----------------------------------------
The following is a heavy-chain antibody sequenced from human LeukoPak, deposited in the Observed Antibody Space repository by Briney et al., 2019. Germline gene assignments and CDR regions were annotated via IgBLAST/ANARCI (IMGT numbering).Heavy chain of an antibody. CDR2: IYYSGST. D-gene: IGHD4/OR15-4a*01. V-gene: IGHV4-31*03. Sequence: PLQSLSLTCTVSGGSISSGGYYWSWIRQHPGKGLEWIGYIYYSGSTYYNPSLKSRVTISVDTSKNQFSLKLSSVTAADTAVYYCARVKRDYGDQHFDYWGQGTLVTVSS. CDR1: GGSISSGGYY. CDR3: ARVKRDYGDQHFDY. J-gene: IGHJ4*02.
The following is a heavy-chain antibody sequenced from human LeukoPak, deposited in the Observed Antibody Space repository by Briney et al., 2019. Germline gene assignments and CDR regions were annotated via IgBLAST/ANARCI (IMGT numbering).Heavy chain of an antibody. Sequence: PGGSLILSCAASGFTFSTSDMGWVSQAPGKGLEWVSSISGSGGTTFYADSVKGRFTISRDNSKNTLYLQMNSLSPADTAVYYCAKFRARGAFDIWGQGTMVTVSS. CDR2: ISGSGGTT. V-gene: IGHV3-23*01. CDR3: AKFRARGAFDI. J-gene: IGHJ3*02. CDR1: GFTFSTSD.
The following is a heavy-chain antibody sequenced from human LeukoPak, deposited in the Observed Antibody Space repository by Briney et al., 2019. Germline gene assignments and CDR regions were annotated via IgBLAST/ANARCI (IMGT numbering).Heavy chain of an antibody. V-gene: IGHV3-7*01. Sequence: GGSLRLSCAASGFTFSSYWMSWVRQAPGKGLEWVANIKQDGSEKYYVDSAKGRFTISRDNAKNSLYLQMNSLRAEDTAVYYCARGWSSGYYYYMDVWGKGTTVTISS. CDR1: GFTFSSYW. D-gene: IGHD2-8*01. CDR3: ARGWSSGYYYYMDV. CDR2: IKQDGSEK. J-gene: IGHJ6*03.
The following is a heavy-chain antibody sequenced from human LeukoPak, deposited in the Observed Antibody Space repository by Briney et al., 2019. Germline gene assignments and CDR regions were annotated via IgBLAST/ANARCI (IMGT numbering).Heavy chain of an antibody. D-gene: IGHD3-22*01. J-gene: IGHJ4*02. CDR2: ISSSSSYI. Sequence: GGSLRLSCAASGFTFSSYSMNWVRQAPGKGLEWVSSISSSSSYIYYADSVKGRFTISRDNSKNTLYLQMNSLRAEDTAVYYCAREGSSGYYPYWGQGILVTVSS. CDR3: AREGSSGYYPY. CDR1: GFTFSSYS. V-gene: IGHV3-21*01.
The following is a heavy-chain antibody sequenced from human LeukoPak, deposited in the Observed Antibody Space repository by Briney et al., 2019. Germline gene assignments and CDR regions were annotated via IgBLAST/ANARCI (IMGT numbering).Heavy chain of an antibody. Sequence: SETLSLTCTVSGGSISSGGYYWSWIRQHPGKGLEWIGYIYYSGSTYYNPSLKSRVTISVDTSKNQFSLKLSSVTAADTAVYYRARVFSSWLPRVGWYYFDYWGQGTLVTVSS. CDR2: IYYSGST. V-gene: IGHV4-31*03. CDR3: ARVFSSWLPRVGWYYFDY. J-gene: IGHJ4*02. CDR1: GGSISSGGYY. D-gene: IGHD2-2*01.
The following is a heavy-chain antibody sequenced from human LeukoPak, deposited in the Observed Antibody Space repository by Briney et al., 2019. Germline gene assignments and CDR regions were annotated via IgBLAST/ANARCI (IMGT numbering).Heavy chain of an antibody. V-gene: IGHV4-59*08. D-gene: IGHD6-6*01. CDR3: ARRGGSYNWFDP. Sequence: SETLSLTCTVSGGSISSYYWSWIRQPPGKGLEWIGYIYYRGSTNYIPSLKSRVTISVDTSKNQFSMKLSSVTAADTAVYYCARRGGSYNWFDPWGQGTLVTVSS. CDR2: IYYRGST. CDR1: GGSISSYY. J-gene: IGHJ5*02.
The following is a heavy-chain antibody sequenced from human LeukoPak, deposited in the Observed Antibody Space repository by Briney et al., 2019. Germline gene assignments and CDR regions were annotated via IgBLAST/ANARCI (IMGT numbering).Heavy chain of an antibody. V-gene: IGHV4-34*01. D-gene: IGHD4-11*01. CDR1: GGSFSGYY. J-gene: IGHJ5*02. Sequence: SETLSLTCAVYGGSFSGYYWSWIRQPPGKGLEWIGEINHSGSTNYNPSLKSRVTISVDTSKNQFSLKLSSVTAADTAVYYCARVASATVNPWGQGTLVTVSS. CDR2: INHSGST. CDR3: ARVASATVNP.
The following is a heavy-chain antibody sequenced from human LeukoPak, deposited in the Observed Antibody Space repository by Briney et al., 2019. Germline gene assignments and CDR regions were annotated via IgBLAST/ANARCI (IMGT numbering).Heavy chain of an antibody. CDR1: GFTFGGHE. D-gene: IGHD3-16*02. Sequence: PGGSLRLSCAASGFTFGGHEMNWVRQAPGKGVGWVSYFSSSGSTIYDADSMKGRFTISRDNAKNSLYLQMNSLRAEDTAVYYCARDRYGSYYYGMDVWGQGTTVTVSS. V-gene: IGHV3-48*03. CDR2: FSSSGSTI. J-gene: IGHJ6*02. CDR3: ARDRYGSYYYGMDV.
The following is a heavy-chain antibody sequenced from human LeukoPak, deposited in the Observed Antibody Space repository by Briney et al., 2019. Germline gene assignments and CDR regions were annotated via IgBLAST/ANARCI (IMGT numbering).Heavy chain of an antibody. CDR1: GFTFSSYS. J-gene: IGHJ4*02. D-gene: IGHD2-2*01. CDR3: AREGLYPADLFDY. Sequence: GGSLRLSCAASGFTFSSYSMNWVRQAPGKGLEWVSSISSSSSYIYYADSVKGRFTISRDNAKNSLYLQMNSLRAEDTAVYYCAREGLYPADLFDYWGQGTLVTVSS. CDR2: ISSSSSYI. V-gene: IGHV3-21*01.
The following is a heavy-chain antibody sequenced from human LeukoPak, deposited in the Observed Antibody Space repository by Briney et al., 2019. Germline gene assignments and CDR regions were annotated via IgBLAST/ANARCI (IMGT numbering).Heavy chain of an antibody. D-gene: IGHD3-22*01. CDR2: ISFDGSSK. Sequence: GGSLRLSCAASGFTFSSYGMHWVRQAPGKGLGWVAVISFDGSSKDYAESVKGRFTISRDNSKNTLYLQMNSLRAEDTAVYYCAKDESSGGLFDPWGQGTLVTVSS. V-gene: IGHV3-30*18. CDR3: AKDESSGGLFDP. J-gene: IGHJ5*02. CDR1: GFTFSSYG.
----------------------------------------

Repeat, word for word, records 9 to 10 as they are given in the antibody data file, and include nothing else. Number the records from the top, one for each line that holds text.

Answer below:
The following is a heavy-chain antibody sequenced from human LeukoPak, deposited in the Observed Antibody Space repository by Briney et al., 2019. Germline gene assignments and CDR regions were annotated via IgBLAST/ANARCI (IMGT numbering).Heavy chain of an antibody. CDR1: GFTFSSYS. J-gene: IGHJ4*02. D-gene: IGHD2-2*01. CDR3: AREGLYPADLFDY. Sequence: GGSLRLSCAASGFTFSSYSMNWVRQAPGKGLEWVSSISSSSSYIYYADSVKGRFTISRDNAKNSLYLQMNSLRAEDTAVYYCAREGLYPADLFDYWGQGTLVTVSS. CDR2: ISSSSSYI. V-gene: IGHV3-21*01.
The following is a heavy-chain antibody sequenced from human LeukoPak, deposited in the Observed Antibody Space repository by Briney et al., 2019. Germline gene assignments and CDR regions were annotated via IgBLAST/ANARCI (IMGT numbering).Heavy chain of an antibody. D-gene: IGHD3-22*01. CDR2: ISFDGSSK. Sequence: GGSLRLSCAASGFTFSSYGMHWVRQAPGKGLGWVAVISFDGSSKDYAESVKGRFTISRDNSKNTLYLQMNSLRAEDTAVYYCAKDESSGGLFDPWGQGTLVTVSS. V-gene: IGHV3-30*18. CDR3: AKDESSGGLFDP. J-gene: IGHJ5*02. CDR1: GFTFSSYG.